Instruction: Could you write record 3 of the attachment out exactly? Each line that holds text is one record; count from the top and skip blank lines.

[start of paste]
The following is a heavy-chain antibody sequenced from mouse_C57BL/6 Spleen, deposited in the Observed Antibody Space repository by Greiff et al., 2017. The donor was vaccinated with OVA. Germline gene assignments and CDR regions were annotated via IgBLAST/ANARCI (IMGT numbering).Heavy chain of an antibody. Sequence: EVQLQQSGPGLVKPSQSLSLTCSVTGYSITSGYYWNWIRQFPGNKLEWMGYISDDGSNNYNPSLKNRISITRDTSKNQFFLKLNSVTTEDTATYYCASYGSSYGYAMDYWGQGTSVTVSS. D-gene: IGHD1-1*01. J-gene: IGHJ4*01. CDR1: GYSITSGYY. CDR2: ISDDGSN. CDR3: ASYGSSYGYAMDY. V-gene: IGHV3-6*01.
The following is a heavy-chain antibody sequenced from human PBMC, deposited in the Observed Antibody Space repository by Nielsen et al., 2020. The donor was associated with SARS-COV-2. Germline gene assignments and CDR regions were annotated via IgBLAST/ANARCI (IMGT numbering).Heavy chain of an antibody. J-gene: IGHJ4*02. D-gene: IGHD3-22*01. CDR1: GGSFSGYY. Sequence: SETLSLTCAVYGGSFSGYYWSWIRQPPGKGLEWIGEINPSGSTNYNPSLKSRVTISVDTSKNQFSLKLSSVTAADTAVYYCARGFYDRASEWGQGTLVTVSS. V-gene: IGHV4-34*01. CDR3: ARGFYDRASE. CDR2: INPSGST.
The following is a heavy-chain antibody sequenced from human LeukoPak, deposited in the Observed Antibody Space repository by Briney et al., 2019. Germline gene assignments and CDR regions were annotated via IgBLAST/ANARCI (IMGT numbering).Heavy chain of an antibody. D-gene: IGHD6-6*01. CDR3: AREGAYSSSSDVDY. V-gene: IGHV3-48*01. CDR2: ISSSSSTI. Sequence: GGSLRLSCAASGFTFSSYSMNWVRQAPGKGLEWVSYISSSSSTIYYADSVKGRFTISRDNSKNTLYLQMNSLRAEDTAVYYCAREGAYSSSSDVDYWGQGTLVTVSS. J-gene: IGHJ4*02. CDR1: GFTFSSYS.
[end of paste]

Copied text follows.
The following is a heavy-chain antibody sequenced from human LeukoPak, deposited in the Observed Antibody Space repository by Briney et al., 2019. Germline gene assignments and CDR regions were annotated via IgBLAST/ANARCI (IMGT numbering).Heavy chain of an antibody. D-gene: IGHD6-6*01. CDR3: AREGAYSSSSDVDY. V-gene: IGHV3-48*01. CDR2: ISSSSSTI. Sequence: GGSLRLSCAASGFTFSSYSMNWVRQAPGKGLEWVSYISSSSSTIYYADSVKGRFTISRDNSKNTLYLQMNSLRAEDTAVYYCAREGAYSSSSDVDYWGQGTLVTVSS. J-gene: IGHJ4*02. CDR1: GFTFSSYS.